Many of my favorite travel experiences were never part of any planned itinerary: running into someone from my hometown in a restaurant in a different continent, an impromptu concert experienced in a cathedral, or the tiny restaurant we stumbled into when the one we planned to visit was full, and which resulted in the most memorable meal of the trip.
Flexible travelers handle unexpected delays and detours with equanimity. They may have itineraries but remain present to the opportunities of each day as it unfolds. The more I try to maintain an open, adaptable mindset, the happier I am while traveling.
The same is true of writing. You may discover things in the process that affect your goals. Sometimes, the destination changes altogether.
I believe that if you immerse yourself in the process of writing, you will experience diversions and direction changes. Deep writing expands your thought processes, if you let it.
How can you bring a “flexible traveler” mindset to your writing?
Write to Explore
Set off on the writing journey without complete, turn-by-turn directions.
Fiction writers speak of being “plotters” or “pantsers.” Those in the first camp carefully plot out the book before writing, while the pantsers let the story unfold as they work. Even dedicated plotters report having rebellious characters who insist on taking the story in an unplanned direction. Once you’re committed to the writing, things start happening.
Nonfiction writers can access the same kind of discovery. In our busy, interrupt-driven world, we often lack the time to think deeply about an idea. Writing about a topic forces this kind of contemplation.
The act of writing is the physical manifestation of deep thought.
Give yourself permission to explore your topic in writing before you outline and draft the final topic. Write about the subject from different angles without a set direction or purpose. Use whatever name works for you for this effort. Here are a few:
- “Zero” drafts
- Letters to yourself
- Inner research (a brain dump)
If writing without a purpose sounds frivolous, consider working on smaller projects on your subject.
Michael Lewis is a prolific nonfiction author, writing on topics ranging from finance (The Big Short, Flash Boys) to sports analytics (Money Ball) to cognitive science (The Undoing Project.) In a podcast with the financial blogger Barry Ritholtz, Lewis revealed that some of his books start as smaller projects, such as in-depth articles for the New Yorker magazine. Some of those articles turn into books when he discovers that there’s more to explore. The article is a test bed for the book.
If you’re not comfortable with exploratory writing, consider finding other ways to engage with your topic:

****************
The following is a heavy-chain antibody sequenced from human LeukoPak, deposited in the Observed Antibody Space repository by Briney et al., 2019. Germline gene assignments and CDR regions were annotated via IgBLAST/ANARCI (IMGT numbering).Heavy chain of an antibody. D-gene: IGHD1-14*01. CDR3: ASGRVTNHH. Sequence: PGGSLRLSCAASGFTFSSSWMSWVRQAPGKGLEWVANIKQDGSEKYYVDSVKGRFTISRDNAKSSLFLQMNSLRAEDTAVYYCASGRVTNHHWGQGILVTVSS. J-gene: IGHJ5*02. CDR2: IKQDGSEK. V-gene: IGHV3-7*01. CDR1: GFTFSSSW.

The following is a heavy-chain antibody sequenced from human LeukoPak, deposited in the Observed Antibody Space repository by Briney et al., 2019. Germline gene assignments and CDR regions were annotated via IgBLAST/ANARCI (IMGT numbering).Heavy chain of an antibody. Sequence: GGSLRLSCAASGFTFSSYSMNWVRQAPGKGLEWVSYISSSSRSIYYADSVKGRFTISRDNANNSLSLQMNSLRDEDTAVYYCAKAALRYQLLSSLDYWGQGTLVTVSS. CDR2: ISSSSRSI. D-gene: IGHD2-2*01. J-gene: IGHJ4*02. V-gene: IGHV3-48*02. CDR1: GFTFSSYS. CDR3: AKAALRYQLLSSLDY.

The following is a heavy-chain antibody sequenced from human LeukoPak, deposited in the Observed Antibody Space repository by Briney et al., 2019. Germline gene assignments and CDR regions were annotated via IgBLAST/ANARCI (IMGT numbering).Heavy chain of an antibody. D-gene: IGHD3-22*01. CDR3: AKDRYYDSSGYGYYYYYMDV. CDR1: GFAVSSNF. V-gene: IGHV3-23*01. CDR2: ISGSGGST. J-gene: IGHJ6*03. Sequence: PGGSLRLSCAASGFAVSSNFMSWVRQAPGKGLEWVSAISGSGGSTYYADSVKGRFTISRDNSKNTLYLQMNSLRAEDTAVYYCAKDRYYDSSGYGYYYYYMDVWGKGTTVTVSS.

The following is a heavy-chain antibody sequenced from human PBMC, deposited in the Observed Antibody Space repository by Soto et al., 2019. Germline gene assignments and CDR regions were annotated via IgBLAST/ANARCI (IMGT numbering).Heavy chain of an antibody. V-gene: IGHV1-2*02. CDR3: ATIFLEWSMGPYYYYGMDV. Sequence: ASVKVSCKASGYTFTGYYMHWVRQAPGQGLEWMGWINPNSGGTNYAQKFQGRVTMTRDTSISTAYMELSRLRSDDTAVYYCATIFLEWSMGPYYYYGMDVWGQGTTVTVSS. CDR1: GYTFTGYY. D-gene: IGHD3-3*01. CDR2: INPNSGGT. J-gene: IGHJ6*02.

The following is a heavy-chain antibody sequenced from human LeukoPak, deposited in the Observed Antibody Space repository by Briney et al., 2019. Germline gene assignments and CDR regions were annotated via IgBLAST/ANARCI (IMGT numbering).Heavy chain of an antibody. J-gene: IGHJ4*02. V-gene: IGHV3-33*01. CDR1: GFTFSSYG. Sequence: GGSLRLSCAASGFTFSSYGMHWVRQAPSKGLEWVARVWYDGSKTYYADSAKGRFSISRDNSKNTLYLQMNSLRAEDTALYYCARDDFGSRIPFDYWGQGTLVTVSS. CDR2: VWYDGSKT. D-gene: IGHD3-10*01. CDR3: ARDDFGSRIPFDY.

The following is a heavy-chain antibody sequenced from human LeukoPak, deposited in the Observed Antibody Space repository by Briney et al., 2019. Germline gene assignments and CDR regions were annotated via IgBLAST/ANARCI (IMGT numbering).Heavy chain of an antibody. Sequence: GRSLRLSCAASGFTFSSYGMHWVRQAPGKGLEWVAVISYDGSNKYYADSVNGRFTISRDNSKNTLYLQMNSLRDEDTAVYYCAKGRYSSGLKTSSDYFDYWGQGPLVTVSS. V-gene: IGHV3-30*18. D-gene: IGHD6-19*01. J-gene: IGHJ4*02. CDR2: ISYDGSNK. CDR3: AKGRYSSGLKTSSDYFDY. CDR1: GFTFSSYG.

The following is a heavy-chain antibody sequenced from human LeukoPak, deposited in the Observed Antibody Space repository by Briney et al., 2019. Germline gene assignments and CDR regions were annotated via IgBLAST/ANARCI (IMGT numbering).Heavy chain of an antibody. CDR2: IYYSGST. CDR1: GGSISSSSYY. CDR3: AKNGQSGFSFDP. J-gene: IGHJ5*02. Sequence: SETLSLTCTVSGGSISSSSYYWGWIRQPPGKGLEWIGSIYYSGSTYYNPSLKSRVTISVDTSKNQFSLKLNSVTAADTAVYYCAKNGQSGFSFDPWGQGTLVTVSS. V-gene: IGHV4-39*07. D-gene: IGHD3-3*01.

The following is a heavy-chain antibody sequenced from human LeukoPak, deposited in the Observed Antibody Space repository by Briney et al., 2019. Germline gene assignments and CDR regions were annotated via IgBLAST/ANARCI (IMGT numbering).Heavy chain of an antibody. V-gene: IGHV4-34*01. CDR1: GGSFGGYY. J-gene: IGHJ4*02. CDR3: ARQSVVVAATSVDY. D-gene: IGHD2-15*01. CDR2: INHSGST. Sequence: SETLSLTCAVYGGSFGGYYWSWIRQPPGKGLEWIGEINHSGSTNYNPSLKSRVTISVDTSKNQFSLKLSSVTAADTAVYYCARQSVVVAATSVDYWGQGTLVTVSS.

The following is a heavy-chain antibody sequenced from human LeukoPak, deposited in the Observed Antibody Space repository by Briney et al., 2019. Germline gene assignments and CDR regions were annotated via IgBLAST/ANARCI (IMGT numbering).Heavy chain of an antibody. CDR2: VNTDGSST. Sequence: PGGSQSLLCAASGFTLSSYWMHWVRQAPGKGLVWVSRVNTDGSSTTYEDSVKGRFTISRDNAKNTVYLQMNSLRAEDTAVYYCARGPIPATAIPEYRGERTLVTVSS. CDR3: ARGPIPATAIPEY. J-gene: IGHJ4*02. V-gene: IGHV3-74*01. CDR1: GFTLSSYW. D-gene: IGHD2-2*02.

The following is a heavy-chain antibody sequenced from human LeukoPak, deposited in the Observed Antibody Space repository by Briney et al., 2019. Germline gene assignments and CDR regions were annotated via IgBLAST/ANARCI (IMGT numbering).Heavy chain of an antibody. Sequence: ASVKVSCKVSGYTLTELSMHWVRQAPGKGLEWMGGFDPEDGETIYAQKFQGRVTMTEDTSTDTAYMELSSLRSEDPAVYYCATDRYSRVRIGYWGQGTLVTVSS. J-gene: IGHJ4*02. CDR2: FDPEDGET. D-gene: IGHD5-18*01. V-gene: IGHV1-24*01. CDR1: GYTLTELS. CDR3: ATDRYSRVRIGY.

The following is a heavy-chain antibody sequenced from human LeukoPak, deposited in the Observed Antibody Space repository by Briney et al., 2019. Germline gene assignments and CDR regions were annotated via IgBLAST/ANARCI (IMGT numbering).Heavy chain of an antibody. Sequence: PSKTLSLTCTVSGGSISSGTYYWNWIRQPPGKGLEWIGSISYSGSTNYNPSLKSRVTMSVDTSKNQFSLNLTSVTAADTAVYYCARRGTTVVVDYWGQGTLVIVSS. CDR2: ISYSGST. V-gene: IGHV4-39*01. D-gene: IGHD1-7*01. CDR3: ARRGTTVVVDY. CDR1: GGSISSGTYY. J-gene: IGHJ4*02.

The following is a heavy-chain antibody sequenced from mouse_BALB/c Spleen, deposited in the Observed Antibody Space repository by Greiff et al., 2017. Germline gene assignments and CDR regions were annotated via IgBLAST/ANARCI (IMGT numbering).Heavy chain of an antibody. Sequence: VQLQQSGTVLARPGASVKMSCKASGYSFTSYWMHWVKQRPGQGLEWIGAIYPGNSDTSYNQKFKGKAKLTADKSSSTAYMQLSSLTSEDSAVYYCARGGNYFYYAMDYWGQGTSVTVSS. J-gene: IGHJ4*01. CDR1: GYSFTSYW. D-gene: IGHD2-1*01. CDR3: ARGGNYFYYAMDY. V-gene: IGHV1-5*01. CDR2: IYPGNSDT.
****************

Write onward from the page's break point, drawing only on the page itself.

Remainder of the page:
- Give a talk at your local library
- Teach a workshop
- Write a blog series; do a podcast series
- Create an online course
The act of researching and synthesizing can take you in unexpected directions. You’ll learn about your topic and the market you hope to reach.
Keep Your Eyes (and Mind) Open
A traveler who remains buried in the guidebook, following the prescribed itinerary, often misses the unexpected vista up a side street. Don’t be that traveler.
Even as you write, watch for unexpected detours and new avenues of research. When something appears, take notes and see if it’s worth pursuing. Integrate the insights into the work or create a file of intriguing digressions.
If you do this long enough, you may notice that the draft is deviating from your initial outline. If that happens to you, rejoice. Your work has outgrown its initial outline. It will be better.
The act of engaging with the topic inevitably inspires changes.
A Note for Nonfiction Authors
Many nonfiction authors experience a structural crisis about halfway through the drafting process. They discover that the outline isn’t working. They lose interest in filling out the initial outline, or want to chapters that don’t have a home in the outline.
The midpoint crisis has happened to my four times (once for each book), and it’s afflicted other nonfiction authors I know. I believe this crisis is the hallmark of of a dedicated writer who is serving the reader and exploring as they write. Their work outgrows the initial outline.
If you’re planning to publish traditionally, do a great deal of research and drafting before you submit a book proposal. Otherwise, you may end up selling a book that you don’t want to write. In addition to the chapter outline and sample chapter, I suggest that you rough out at least half of the book before submitting the proposal, so you get past the midpoint crisis.
Be Willing to Abandon the Itinerary
Taking a new path in your writing inevitably means leaving the old one behind. As you look for opportunities, be aware that you may need to put aside work you’ve already done to pursue a different direction.
Don’t cling to your words. There are more where they came from.
Be careful about of taking this openness too far, however. Productive writers finish their projects. The world is filled with people abandon multiple writing projects, jumping from one to the next while never getting any work out into the world.
We write to explore our subjects and to serve the reader. Unpublished work cannot serve the reader. Like the traveler, eventually you have to land somewhere.